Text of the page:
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GOING ON HRT

In 2015, the National Institute for Health and Care Excellence (NICE) in the UK published guidelines to help doctors provide individualised care to menopausal women. Treatment options for troublesome menopausal symptoms include hormone replacement therapy (HRT) or non-hormonal alternatives.

This article was included in issue 70  (autumn 2016) of The Menopause Exchange newsletter.

The use of HRT for menopausal symptoms plummeted following large research studies at the beginning of this century. But reanalysis of some of these results and further clinical experience has led to increased HRT prescribing again.

Every woman should consider the benefits and risks of HRT carefully and decide whether to take it. For women who experience a premature (early) menopause, the benefits of taking HRT (especially for bones and heart health) far outweigh any potential risks.

Do you need HRT?

The average age of the menopause is 51 in the UK, but some women may experience a premature menopause in their 30s or 40s. For most women, menopause isn’t an illness, but a phase of natural transition in later life. Sometimes this change can be associated with symptoms such as hot flushes (suddenly feeling hot and going red in the face), bouts of sweating during the day and night and a dry and uncomfortable vagina, which may make sex painful. Other symptoms include tiredness, irritability, trouble sleeping, joint or muscle aches, low mood, less interest in sex and skin/nail changes.

Not every woman who experiences menopausal symptoms needs treatment. Some women find their symptoms don’t bother them much, while others find them very distressing and affecting their quality of life. Most symptoms will pass within two to five years, although vaginal dryness is likely to get worse if untreated.

Which HRT and what dose?

HRT consists of oestrogen, either alone or in combination with progesterone or therapy with other drugs such as tibolone. Women who have had a hysterectomy (removal of their uterus) can take oestrogen-only HRT (without progesterone) as there’s no chance of getting endometrial cancer. Common brand names of oestrogen-only HRT are Premarin, Estraderm MX and Evorel.

Women with an intact uterus need to take a combination of oestrogen and progesterone as part of HRT. Taking oestrogen alone can increase the chance of getting cancer of the uterine lining (endometrial cancer), whereas adding progesterone to oestrogen reduces this risk. Some common brands of combined HRT are Evorel Sequi, Evorel Conti, Nuvelle Continuous, Premique, Cyclo-Progynova, Kliovance, Kliofem and Prempak-C.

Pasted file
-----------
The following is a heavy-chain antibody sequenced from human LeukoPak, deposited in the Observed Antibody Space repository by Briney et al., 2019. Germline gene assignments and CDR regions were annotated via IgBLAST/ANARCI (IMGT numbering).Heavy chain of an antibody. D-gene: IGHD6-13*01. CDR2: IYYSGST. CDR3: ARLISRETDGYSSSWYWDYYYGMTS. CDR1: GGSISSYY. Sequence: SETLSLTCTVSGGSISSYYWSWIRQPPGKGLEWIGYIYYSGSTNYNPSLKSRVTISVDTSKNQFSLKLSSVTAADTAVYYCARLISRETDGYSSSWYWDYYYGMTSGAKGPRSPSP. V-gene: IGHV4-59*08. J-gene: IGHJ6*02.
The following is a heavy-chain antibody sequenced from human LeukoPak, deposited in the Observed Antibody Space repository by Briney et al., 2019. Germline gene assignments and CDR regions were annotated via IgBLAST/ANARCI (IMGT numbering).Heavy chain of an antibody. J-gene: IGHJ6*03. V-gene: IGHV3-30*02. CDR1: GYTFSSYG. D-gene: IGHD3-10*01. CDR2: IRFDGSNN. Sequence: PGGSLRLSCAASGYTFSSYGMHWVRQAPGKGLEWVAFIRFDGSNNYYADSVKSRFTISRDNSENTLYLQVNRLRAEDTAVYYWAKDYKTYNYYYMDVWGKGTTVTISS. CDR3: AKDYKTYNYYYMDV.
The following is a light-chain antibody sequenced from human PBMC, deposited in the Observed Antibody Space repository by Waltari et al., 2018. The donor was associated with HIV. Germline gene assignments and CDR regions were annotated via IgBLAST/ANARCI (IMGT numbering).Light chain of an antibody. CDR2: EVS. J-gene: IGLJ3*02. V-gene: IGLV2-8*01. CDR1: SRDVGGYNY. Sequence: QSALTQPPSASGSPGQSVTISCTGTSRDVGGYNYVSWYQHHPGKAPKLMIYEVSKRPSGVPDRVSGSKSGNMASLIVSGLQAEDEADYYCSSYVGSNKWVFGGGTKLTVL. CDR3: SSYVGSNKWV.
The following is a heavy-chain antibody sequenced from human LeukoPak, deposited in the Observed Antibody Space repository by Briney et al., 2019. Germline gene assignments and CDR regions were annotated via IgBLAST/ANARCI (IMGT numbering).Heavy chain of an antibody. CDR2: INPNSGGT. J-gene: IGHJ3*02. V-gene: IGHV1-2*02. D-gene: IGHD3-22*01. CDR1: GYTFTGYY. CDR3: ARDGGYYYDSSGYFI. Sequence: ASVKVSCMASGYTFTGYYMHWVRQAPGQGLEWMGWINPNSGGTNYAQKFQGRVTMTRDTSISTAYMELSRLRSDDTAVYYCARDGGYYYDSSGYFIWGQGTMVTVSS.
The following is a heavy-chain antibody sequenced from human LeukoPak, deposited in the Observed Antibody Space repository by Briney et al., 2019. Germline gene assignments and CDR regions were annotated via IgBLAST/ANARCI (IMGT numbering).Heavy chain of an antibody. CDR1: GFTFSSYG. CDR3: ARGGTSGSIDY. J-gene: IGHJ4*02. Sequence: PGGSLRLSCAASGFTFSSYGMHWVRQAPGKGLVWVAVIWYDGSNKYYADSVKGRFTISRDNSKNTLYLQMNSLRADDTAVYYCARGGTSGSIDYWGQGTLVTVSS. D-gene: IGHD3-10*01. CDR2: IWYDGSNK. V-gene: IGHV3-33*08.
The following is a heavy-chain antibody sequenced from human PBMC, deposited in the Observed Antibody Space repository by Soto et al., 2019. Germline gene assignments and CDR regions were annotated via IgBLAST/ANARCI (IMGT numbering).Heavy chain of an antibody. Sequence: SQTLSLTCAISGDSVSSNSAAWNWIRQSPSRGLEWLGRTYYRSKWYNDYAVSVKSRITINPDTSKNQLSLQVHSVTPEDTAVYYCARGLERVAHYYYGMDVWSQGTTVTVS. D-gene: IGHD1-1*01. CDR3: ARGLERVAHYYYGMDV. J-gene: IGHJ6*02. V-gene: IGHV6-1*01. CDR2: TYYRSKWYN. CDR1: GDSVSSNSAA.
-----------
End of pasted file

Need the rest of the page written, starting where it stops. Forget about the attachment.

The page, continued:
Cyclical HRT is often prescribed for women who are having menopausal symptoms but still have periods or for those who have stopped having periods for less than one year. Continuous HRT, oestrogen and progesterone, taken together daily (one a day) for 28 days (no withdrawal bleeds), is more suitable for women who haven’t had periods for more than one year.

Which form?

HRT is available on prescription in several different forms: as a skin patch, tablet, gel, implant, vaginal ring, progestogen (which has progesterone-like activity) releasing uterine coil and vaginal cream or pessary. Some forms work best for certain symptoms.

Transdermal oestrogen (patches and gels) is associated with fewer risks than oral HRT, so this may be preferable for many women. It’s also of benefit for women with diabetes, hypertension and other cardiovascular risk factors especially with advancing age. Low-dose vaginal oestrogen preparations can be used long-term in symptomatic women. There’s usually no requirement to combine this with systemic progestogen treatment for endometrial protection.

Discussing the side effects

Women react differently to HRT, so no one preparation is better than any other. Some common HRT side-effects include:

  • Oestrogen-related – breast tenderness, leg cramps, skin irritation, indigestion, nausea and headaches.
  • Progesterone-related – premenstrual syndrome (PMS)-like symptoms, fluid retention, bloating, backache, depression, mood swings and pelvic pain.

You can reduce nausea by taking an HRT tablet at night with food instead of in the morning, or by changing from tablets to another form. There’s no evidence of weight gain with HRT.

Monthly sequential preparations should produce regular, predictable and acceptable period-like bleeds. Erratic breakthrough bleeding is common in the first three to six months of continuous combined and long-cycle HRT regimens (with no regular period-like bleeds).

Several risks are associated with HRT. For most women, any increased risks are very small, but women should talk to their healthcare professional to weigh up their own risks and benefits. The main risks of HRT are blood clots in veins and lungs, stroke, cardiovascular events, gallbladder disease, breast cancer, ovarian cancer and endometrial cancer.

Do I need tests first?

You don’t usually need any tests before starting HRT. Your healthcare professionals will discuss your age, symptoms and medical conditions before looking at the risks and benefits of HRT that are specific to you. However, you may need tests if there’s a sudden change in your menstrual pattern (e.g. heavy periods), you have a personal or family history of blood clots, a high risk of breast cancer or risk factors associated with cardiovascular disease.

Monitoring HRT

Women are generally asked to attend for a follow-up consultation about three months after starting HRT. Most symptoms are likely to have responded to oestrogen in this time period.

About the author

Dr Vikram Talaulikar is an Associate Specialist in reproductive medicine at University College London Hospital. His specialist interest is the menopause

Created autumn 2016

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